Citrus blossom moth, Prays citri

Prays citri is an important pest of citrus, especially lemons and limes. It is common in the Mediterranean parts of Africa. Depending on conditions, citrus blossom moth can be present throughout the year, with the number of generations varying between 3 and 16. Females can lay between 60 and 160 eggs on citrus flowers and young fruit and upon hatching, larvae bore into these flowers and fruits; destroying flower organs, significantly reducing the number of flowers that can carry fruit and disfiguring product. This can result in >90% reduction in flower production, causing a significant yield loss. As citrus blossom moth is present all year round, monitoring for the pest is essential. Use Mothcatchers and Delta traps with species-specific pheromone lures to monitor populations as part of an effective integrated pest management programme.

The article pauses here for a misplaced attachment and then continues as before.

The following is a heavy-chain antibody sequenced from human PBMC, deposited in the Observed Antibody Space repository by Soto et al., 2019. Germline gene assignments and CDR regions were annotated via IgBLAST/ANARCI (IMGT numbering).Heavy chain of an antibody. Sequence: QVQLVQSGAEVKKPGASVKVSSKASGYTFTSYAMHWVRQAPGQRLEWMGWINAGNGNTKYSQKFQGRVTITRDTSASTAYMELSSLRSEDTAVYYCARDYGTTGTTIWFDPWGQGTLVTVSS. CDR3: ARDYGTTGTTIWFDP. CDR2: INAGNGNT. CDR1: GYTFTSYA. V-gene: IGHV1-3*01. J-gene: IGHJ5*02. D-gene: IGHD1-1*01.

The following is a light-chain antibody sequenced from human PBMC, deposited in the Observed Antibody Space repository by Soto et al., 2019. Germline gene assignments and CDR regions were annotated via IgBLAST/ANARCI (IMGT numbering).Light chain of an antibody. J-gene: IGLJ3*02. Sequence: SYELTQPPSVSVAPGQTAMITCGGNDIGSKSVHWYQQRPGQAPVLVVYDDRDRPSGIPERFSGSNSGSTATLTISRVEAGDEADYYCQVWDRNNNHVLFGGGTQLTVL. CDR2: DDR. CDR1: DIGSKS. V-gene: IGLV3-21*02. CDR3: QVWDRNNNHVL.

Nature of Damage


Application Guidelines

Lures can be changed every 4-6 weeks to get the most accurate results.

Lures Handling
Pheromone lures are a very sensitive tool. They can be affected by exposure to elevated heat and direct sunshine. Direct touching by hand may cause cross contamination leading to mixed catches in the trap. Some contaminants such as Nicotine May have repellent effect reducing trap catch.

Lure Storage
Store in a cool dry place. Shelf life can vary from 3-36 months depending on the storage temperature. See Technical Data Sheet for further details.

Trap Selection

The Deltra trap is the most sensitive trap to use for monitoring this insect. However, Moth catcher may be used in dusty conditions or in high moth population density.

Trap Density

Do not re-use the trap to monitor different insects as this may lead to mixed catches. One trap for every two hectares of large scale fields of homogenous lands.

Two traps per hectare (2trap/ha) for small holdings and in field of uneven topography.

Trap Position

Place traps near the highest point of the plant using supporting posts approximately 1 meter high, or higher if the crop is higher.

Data and Interpretation

Collect data weekly from the start of the flight of the over wintering generation. During the height of the population more frequent reading may be needed. Decisions on pesticide application should not be taken solely on the trap catch data. Climatic and biological considerations should be taken in account.